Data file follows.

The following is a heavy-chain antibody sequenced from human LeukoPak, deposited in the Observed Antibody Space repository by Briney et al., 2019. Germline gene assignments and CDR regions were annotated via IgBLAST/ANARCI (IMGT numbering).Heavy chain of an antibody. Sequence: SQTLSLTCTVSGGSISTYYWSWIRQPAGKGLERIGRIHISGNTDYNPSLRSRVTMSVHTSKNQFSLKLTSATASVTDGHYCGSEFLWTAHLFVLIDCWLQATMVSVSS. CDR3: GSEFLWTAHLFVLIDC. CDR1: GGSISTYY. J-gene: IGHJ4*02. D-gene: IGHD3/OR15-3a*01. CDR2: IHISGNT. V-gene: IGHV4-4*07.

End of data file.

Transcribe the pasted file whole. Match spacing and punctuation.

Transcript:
The following is a heavy-chain antibody sequenced from human LeukoPak, deposited in the Observed Antibody Space repository by Briney et al., 2019. Germline gene assignments and CDR regions were annotated via IgBLAST/ANARCI (IMGT numbering).Heavy chain of an antibody. Sequence: SQTLSLTCTVSGGSISTYYWSWIRQPAGKGLERIGRIHISGNTDYNPSLRSRVTMSVHTSKNQFSLKLTSATASVTDGHYCGSEFLWTAHLFVLIDCWLQATMVSVSS. CDR3: GSEFLWTAHLFVLIDC. CDR1: GGSISTYY. J-gene: IGHJ4*02. D-gene: IGHD3/OR15-3a*01. CDR2: IHISGNT. V-gene: IGHV4-4*07.